The University of Connecticut recently released a State IA Conservation Alert calling for voluntary efforts to save water in light of this year’s dry season.
“The beginning stages like IA and IB are all voluntary for water conservation,” Katie Milardo, an analyst in the UConn Office of Environmental Policy, said. “Then when we get into the later stages, two, three and four, those are more mandatory stages that we ask our customers to follow.”
Students are encouraged to conserve water by taking shorter showers, washing laundry with full loads and reporting leaks to maintenance among other actions that can be found in the alert report.
“Typically, in our voluntary and our mandatory stages, we ask the students, staff and faculty to be cognizant and aware of their water usage,” Milardo said.
According to the most recent alert, UConn “is committed to operating an environmentally sustainable water supply.”
Milardo said there have been seasonal alerts put out the last four years to protect the rivers from environmental issues like running dry. In addition to the most recent alert, the university issued alerts in September 2015 and June 2016.
“Last year when we had that extreme drought, we went all the way to stage three,” Milardo said.
Milardo said that UConn monitors the two rivers it pumps from because the university has its own system. She said UConn stops using the Fenton River when an IA alert is issued to maximize the larger Willimantic River source.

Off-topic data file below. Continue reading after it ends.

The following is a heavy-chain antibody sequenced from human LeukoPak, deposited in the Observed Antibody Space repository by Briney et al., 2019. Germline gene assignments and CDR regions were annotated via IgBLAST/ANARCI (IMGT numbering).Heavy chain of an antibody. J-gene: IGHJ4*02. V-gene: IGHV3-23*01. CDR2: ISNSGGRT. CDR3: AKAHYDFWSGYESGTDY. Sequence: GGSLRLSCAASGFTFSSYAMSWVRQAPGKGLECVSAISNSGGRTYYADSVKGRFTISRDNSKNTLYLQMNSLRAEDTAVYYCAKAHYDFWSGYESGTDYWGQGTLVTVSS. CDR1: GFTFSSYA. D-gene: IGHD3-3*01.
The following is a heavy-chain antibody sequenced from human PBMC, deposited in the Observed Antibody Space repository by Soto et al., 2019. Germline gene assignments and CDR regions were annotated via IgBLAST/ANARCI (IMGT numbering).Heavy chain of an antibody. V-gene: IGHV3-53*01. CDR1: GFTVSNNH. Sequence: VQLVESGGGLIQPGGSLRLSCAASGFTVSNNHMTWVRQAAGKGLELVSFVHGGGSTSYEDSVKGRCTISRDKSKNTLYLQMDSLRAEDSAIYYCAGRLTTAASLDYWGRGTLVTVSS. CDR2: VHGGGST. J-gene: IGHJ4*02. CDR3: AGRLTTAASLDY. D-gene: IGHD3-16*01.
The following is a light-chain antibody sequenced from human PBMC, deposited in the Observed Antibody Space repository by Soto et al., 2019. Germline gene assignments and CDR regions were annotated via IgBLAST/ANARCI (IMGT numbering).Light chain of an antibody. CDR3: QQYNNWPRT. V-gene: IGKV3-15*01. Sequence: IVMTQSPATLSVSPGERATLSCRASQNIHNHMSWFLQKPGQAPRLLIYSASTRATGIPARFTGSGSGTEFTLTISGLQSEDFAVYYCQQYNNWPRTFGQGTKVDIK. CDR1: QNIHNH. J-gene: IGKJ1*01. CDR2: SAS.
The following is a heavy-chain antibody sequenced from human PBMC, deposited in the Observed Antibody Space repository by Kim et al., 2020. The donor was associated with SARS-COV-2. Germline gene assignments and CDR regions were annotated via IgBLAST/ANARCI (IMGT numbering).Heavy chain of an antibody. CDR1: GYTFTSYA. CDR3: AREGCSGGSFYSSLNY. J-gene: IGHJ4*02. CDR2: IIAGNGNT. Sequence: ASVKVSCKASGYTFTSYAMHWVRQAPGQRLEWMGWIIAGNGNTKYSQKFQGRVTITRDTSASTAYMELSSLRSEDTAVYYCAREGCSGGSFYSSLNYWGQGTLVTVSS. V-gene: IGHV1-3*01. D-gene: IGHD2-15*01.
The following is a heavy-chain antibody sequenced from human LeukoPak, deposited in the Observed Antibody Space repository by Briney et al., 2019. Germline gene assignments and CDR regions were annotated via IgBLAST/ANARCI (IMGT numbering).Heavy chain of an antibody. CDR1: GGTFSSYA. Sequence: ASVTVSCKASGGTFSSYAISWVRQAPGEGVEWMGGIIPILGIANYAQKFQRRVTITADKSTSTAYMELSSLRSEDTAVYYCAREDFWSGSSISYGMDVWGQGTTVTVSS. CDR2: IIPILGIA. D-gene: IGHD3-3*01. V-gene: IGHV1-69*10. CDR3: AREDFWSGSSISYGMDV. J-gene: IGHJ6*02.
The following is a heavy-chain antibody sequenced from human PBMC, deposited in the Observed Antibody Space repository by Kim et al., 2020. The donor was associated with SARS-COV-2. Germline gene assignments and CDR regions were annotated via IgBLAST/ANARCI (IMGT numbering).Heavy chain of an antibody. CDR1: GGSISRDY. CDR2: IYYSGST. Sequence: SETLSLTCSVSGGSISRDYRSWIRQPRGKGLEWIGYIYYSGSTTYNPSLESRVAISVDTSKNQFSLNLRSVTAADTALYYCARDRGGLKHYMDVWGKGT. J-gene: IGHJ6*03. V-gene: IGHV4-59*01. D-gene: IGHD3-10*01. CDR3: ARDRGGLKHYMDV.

“This is a unique situation because, here at UConn, we have our own water supply,” Milardo said.
According to a 2016 UConn Water Quality Report, UConn decreased the average daily water demand by 30 percent over the last 11 years. The reduction was accomplished through infrastructure and operational changes.
Milardo said that UConn Facilities finished a major project last year that installed low flow faucets, shower heads and toilets in all residential and academic buildings. She said there have already been noticeable changes in the amount of water being used.
Milardo said the Reclaimed Water Facility works to treat wastewater and send it back into buildings for cooling systems and toilets. The new Engineering and Science Building and the new Innovation Partnership Building are both using recycled water.
“We’re using reclaimed (water) everywhere we can,” Milardo said.
Milardo credits the UConn community for keeping the rivers flowing and the local environment stable.
“The bulk of campus is students and faculty and staff, so without them helping out and doing this voluntary (work)... we wouldn’t be here where we are,” Milardo said.
Nicholas Hampton is a campus correspondent for The Daily Campus. He can be reached via email at email@example.com.